United States and American History: 1855

About the history of the United States in 1855, Longfellow publishes Song of Hiawatha, the first U.S. Oil Business, Bleeding Kansas goes slave, a crime break down by ethnicity.

1855

--Abraham Lincoln wrote to his friend James Speed:

Our progress in degeneracy appears to me to be pretty rapid. As a nation, we began by declaring that "all men are created equal." We now practically read it "all men are created equal except Negroes." When the Know-Nothings get control, it will read "all men are created equal except Negroes and foreigners and Catholics." When it comes to this I should prefer emigrating to some country where they make no pretense of loving liberty--to Russia, for instance, where despotism can be taken pure and without the base alloy of hypocrisy.

--Sarah Hale, advocate of higher education for women and editor of Godey's Lady's Book, which influenced the manners and morals of the day, launched a campaign against the use of the word "female," in connection with women in public activity.

--Henry Wadsworth Longfellow's The Song of Hiawatha was published.

Jan. 1 The 1st oil business was formed by 2 New York City law partners, Jonathan J. Eveleth and George H. Bissell. Yale professor and chemist-toxicologist Benjamin Silliman discovered 8 products which could be extracted from the oil by commercial processes, thus making an oil business feasible, and the Pennsylvania Rock Oil Co. began obtaining oil from a spring in Venango County, Pa.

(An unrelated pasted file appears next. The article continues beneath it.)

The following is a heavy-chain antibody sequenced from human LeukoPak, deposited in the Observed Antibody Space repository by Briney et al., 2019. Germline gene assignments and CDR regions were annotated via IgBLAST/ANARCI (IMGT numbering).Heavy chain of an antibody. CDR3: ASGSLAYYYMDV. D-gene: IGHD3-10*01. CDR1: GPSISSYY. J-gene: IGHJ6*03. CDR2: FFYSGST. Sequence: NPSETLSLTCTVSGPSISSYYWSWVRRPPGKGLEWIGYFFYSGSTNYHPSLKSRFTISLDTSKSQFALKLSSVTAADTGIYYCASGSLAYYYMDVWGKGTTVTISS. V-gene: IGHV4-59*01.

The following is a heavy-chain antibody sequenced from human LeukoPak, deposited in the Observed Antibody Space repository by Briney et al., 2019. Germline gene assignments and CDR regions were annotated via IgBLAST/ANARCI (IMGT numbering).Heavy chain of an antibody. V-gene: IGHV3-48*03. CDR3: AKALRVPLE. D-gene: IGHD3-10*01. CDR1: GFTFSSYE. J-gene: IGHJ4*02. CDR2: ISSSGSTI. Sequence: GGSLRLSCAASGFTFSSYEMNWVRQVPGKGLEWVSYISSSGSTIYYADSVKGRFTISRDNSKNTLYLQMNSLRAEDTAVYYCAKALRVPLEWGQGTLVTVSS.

Mar. 30 Proslavery forces won the election in the Kansas Territory after bitter fighting between antislavery Free-Soilers and proslavery Border Ruffians, both of whom had moved to Kansas, just for the election.

Apr. 1 A judge commented in a New York Herald article that various crimes could be assigned to ethnic groups. Murders, riots, and violent assaults, said this judge, were the work of Irishmen. Daring burglaries and highway robberies he assigned to Englishmen, while petty thefts and larcenies were attributed to the Germans. Skillful forgeries and obtaining goods under false pretenses were designated as strictly American offenses.

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